The "inevitable disclosure" doctrine permits the plaintiff in a trade secrets case to establish threatened misappropriation by showing that the defendant's new employment will inevitably lead the defendant to rely on the plaintiff's trade secrets. In the seminal case that articulated this doctrine, the court enjoined the defendant from working for the competitor because "there is a high degree of probability of inevitable and immediate … use of … trade secrets."1
The doctrine is controversial because it potentially "requires a court to recognize and enforce a de facto noncompetition agreement to which the former employee is bound, even where no express agreement exists."3 Accordingly, "the inevitable disclosure doctrine treads an exceedingly narrow path through judicially disfavored territory."3
One federal court surveyed state trade secret laws in 2019 and concluded that 17 states appear to have adopted the inevitable disclosure doctrine in one form or another: Arkansas, Connecticut, Delaware, Florida, Indiana, Illinois, Iowa, Minnesota, Missouri, New Jersey, New York, North Carolina, Ohio, Pennsylvania, Texas, Utah and Washington. It concluded that five states appear to have rejected the doctrine: California, Colorado, Louisiana, Maryland and Virginia.4 The other 28 states have not yet taken a position on the doctrine.
Since then, a Florida federal court has indicated that Florida has not adopted or declined to adopt the inevitable disclosure doctrine.5 And an Oregon federal court has opined that Oregon would be unlikely to adopt the doctrine.6
Given this division among the states on the inevitable disclosure doctrine, considerable attention has been focused on whether the federal Defend Trade Secrets Act (DTSA) adopts this doctrine. "[T]here is no judicial consensus on whether DTSA permits application of the inevitable disclosure doctrine" and so "many federal courts look to state law for guidance."7 No federal court has yet embraced the inevitable disclosure doctrine under the DTSA where application of that doctrine would contravene that state's trade secret law.
However, the DTSA does limit the scope of injunctive relief that it affords. The DTSA authorizes a court to "grant an injunction to prevent any actual or threatened misappropriation … provided the order does not prevent a person from entering into an employment relationship, and that conditions placed on such employment shall be based on evidence of threatened misappropriation and not merely on the information the person knows[.]"8 Thus, in an alleged inevitable disclosure situation, the DTSA does not permit a federal court to enjoin the former employee from going to work for a competitor.9 But the court could potentially grant narrower relief, such as placing limits on the type of work the former employee may perform for the new employer or the customers the former employee may contact.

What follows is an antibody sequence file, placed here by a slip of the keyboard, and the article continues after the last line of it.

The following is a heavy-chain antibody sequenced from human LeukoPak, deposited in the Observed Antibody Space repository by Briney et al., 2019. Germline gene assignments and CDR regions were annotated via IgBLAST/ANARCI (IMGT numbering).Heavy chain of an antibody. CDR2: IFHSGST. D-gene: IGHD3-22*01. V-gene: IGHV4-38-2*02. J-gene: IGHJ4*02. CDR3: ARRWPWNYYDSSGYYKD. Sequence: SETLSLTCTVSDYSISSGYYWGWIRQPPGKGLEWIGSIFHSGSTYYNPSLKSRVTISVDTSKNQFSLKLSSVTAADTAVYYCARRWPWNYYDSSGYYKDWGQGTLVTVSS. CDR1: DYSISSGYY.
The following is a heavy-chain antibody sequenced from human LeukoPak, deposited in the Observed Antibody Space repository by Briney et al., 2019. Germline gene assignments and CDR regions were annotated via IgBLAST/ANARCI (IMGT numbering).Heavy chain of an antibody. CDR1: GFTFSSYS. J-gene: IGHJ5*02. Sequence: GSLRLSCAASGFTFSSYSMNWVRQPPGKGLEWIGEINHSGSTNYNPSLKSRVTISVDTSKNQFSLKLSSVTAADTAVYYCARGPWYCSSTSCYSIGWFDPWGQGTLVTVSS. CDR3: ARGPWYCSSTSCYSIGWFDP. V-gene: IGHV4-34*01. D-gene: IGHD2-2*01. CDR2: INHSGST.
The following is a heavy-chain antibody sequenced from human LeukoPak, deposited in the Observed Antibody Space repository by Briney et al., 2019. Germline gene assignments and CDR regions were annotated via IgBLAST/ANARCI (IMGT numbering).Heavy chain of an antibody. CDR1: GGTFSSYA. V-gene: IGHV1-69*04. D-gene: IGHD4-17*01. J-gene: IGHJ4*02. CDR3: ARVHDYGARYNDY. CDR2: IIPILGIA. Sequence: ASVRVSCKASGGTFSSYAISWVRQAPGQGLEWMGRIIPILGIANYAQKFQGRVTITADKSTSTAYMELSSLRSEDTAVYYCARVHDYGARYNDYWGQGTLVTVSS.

One federal court recently concluded, based on this statutory provision and a portion of the legislative history, that the inevitable disclosure doctrine does not apply to claims brought under the DTSA.10 This conclusion is subject to question.
The legislative history explains that the DTSA limit on injunctive relief was "included to protect employee mobility, as some members … voiced concern that the injunctive relief authorized under the bill could override state-law limitations that safeguard employee mobility and thus could be a substantial departure from existing law in those states."11 Congress intended the injunctive remedies provided by the DTSA "to coexist with, and not to preempt, influence, or modify applicable State law governing when an injunction should issue in a trade secret misappropriation matter."12 Thus, it provided that no injunction issued under the DTSA shall "conflict with an applicable State law prohibiting restraints on the practice of a lawful profession, trade, or business."13 Note that the inevitable disclosure doctrine is a method of proving threatened misappropriation in order to obtain judicial relief. However, the DTSA limits the equitable remedies available for either threatened or actual misappropriation.
Likewise, the additional DTSA limitation that injunctive relief "shall be based on evidence of threatened misappropriation and not merely on the information the person knows" is consistent with the inevitable disclosure doctrine. Inevitable disclosure does not turn on what information a former employee knows, but, rather "showing that an employee's new job so closely resembles her old one that it would be impossible to work in that job without disclosing confidential information."14
In jurisdictions that have adopted the inevitable disclosure doctrine, three factors are considered in determining whether to grant injunctive relief based on threatened misappropriation: 1) whether the employers in question are direct competitors providing the same or very similar services; 2) whether the employee's new position is nearly identical to his old one, such that he could not reasonably be expected to fulfill his new job responsibilities without utilizing the trade secrets of his former employer; and 3) whether the trade secrets at issue are highly valuable to both employers.15 This three-factor analysis is fully compatible with the DTSA's limitation on when injunctive relief can be granted.
In sum, the drafters of the DTSA were careful not to take a side in the debate between the states over the inevitable disclosure doctrine. The DTSA, by its terms, neither embraces nor rejects "inevitable disclosure" as a means of proving threatened misappropriation. It does, however, preclude courts from imposing a de facto noncompete requirement on a former employee as a remedy for threatened or actual misappropriation of trade secrets.